5 Tips to drastically improve your email efforts

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Compiling and maintaining an email list is a great way to engage your fans, and a surefire way to directly reach people who might not visit your home page or social media sites. Plus, emails can be easily forwarded, connecting you to potential fans with the click of a button. However, if all you do is copy and paste the date and time of your next gig and shoot off an email, you’re probably not going to garner much excitement. Check out these 5 easy tips to improve the effectiveness of your emails by focusing your email strategy.

1. Don’t spam – Fans want to know what you’re up to, especially when you have new songs and shows to announce.  But they don’t need an email from you every time you blow your nose, or every time you’re struck by the beauty of your scrambled eggs. That’s what things like Twitter and Google Buzz are for.

2. Give them something – Don’t just send them a bunch of words on a page. Give your fans a picture, a YouTube video, a link to download a live song, b-side, or demo. Heck, even a picture that relates to your topics or catches their attention is better than nothing.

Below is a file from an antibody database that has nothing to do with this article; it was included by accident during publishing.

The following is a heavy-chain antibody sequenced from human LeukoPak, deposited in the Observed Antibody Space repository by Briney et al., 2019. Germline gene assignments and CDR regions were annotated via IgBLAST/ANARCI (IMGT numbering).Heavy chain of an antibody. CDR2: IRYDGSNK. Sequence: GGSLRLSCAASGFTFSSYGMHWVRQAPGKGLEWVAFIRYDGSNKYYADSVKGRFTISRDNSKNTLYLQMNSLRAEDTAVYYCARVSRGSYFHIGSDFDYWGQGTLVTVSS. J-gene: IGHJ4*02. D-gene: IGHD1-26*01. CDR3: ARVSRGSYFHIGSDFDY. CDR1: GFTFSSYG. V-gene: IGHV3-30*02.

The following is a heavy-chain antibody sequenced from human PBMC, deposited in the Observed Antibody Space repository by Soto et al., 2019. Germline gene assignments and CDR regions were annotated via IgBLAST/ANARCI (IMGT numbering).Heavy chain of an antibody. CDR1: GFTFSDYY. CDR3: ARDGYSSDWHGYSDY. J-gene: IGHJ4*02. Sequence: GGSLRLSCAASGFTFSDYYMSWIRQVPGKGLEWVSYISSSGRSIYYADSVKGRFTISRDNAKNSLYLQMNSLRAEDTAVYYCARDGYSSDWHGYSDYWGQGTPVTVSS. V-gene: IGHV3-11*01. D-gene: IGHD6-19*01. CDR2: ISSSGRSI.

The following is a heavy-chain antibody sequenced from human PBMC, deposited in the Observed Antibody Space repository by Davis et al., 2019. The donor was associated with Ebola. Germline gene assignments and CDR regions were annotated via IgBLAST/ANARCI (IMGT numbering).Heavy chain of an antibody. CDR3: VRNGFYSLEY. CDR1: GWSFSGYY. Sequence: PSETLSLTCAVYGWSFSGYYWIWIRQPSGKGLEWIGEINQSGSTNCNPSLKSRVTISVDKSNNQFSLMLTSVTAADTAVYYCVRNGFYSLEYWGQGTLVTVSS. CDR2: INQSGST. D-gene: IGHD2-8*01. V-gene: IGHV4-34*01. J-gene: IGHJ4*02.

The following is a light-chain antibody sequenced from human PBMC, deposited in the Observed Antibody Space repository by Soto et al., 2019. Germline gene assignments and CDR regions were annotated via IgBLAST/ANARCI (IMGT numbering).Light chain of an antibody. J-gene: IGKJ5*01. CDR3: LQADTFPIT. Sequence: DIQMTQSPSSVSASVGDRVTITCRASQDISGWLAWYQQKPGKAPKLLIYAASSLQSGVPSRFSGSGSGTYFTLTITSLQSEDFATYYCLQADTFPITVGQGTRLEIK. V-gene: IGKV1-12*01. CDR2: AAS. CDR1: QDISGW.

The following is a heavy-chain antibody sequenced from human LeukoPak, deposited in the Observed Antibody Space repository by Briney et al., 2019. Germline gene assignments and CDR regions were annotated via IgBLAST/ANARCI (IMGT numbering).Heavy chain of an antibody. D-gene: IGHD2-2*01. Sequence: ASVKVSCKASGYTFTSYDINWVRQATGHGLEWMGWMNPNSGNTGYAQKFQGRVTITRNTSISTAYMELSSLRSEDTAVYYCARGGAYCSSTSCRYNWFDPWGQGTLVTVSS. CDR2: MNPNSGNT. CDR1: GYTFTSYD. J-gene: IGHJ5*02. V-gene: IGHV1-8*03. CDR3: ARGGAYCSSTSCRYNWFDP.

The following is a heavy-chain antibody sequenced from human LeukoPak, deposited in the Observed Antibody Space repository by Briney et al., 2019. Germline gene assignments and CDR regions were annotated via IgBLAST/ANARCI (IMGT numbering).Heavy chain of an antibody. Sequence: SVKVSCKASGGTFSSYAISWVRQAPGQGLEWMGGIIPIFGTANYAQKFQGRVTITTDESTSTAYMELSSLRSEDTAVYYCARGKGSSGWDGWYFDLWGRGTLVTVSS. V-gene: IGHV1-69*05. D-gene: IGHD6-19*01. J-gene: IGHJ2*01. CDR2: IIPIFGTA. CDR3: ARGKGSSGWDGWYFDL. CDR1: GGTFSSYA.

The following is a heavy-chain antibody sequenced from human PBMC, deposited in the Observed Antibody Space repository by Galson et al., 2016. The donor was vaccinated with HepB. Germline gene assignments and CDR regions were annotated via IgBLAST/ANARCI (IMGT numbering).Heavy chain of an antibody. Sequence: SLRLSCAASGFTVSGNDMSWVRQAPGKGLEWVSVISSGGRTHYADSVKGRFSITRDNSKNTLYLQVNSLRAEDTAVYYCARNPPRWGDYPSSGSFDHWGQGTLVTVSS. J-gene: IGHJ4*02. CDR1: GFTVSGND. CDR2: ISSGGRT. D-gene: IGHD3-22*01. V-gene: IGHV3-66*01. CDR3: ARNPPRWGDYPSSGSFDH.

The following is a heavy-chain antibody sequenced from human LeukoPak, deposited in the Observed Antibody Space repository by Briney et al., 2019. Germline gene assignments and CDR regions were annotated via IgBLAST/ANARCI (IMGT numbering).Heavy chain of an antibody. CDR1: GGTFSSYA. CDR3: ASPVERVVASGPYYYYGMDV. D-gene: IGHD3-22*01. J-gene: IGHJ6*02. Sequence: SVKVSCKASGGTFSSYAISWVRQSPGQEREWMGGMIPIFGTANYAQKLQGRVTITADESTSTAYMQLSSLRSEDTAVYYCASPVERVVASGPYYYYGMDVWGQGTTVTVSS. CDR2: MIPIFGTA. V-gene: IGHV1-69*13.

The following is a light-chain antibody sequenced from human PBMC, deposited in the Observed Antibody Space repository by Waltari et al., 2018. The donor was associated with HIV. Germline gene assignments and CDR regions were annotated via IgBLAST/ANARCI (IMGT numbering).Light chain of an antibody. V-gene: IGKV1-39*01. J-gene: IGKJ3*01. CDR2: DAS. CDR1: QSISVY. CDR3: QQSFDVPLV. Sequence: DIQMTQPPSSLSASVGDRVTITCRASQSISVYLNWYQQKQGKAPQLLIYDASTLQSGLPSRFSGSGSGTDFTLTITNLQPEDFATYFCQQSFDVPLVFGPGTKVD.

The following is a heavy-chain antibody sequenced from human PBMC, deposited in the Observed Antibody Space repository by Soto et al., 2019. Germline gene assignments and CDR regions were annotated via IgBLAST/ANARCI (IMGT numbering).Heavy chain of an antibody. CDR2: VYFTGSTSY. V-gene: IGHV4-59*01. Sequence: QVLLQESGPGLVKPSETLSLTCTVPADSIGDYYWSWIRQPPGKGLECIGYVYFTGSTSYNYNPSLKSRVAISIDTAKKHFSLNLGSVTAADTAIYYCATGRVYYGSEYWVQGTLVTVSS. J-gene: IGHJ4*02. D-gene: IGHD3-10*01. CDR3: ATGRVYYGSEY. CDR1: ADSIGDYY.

3. Keep it simple – While you might want to share every detail of the exciting possibilities that are opening up for your musical career, most fans don’t have the time or patience to sit through a 2000-word epic. Keep your information clear & informative, and let your fans know why you’re writing. If you must include tons of info, include a mini “Table of Contents” at the top, so they’ll know what to scroll down to.

4. Use a service – There are lots of companies out there who make it easy to manage your email list – some are free, some aren’t. Do your research and find one that works best to fit your needs. Some of them have some very cool templates that make it easy to just input your info, and presto – you’ve got a great looking email, made in almost no time.

5. Subject matters – Think twice when deciding what the subject of your email should be, because every word is important. If the subject is something really engaging, like “Free Live Songs!” – your fans will be more inclined to open the email and devote some time to you.  Also, some email providers will automatically filter out emails that have certain “flagged” words in the subject line. There are the basic “dirty” ones you might expect, but some emails with references to medical supplies or drugs get automatically marked as spam.

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  • Nate

    Good tips.

    Anyone got a recommendation for a good FREE e-mail list service?

  • T

    try Ezinedirector.com, if your list is not too large and you send out less than a certain number of e-mails every month it is a free service.

  • reverbnation does a good job of a free email list if you're under 500 subscribers